For the concrete determination of the amount of the fine, the commissioner used the legal criteria, taking into account all burdening and relieving aspects. The fact that Deutsche Wohnen SE had deliberately set up the archive structure in question and that the data concerned had been processed in an inadmissible manner over a long period of time had a particularly negative effect. However, the fact that the company had taken initial measures to remedy the illegal situation and had cooperated well with the supervisory authority in formal terms was taken into account as a mitigating factor. Also with regard to the fact that the company was not able to prove any abusive access to the data stored, a fine in the middle range of the prescribed fine framework was appropriate.

In addition to sanctioning this violation, the commissioner imposed further fines of between 6,000 and 17,000 euros on the company for the inadmissible storage of personal data of tenants in 15 specific individual cases.

The decision on the fine has not yet become final. Deutsche Wohnen SE can lodge an appeal against this decision.

CNIL updates its FAQs for case of a No-Deal Brexit

24. September 2019

The French data protection authority “CNIL” updated its existing catalogue of questions and answers (“FAQs”) to inform about the impact of a no-deal brexit and how controllers should prepare for the transfer of data from the EU to the UK.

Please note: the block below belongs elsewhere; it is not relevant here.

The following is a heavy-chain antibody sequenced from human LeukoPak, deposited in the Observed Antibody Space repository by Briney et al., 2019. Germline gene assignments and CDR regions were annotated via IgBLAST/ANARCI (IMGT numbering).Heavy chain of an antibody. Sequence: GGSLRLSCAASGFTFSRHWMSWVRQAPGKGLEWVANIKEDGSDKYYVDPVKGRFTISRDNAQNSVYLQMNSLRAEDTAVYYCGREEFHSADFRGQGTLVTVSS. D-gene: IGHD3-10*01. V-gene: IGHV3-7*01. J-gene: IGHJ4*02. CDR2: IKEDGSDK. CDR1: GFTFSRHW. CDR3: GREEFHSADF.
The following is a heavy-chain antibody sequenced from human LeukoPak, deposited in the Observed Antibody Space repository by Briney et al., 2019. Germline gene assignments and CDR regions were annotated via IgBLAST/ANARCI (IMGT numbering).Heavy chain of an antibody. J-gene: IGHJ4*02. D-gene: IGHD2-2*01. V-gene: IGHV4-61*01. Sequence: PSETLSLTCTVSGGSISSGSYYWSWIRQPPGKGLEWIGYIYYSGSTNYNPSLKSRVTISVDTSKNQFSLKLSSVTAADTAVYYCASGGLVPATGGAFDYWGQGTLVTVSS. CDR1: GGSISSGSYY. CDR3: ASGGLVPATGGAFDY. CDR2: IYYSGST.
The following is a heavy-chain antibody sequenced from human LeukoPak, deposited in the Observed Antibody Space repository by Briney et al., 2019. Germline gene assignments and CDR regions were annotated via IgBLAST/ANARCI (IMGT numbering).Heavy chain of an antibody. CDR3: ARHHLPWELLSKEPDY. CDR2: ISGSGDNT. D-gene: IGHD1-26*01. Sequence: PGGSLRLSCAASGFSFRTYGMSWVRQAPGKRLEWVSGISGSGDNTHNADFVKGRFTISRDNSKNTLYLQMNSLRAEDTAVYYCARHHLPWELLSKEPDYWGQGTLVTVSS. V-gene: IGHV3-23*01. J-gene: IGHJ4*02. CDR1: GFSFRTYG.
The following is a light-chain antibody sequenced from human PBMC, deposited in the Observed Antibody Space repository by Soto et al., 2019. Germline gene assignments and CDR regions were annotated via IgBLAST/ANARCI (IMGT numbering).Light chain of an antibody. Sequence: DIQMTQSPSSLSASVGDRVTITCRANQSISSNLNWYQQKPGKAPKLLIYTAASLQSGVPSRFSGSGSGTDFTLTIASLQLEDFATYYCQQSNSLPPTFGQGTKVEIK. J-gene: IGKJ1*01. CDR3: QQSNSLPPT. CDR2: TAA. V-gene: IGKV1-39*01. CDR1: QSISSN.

As things stand, the United Kingdom will leave the European Union on 1st of November 2019. The UK will then be considered a third country for the purposes of the European General Data Protection Regulation (“GDPR”). For this reason, after the exit, data transfer mechanisms become necessary to transfer personal data from the EU to the UK.

The FAQs recommend five steps that entities should take when transferring data to a controller or processor in the UK to ensure compliance with GDPR:

1. Identify processing activities that involve the transfer of personal data to the United Kingdom.
2. Determine the most appropriate transfer mechanism to implement for these processing activities.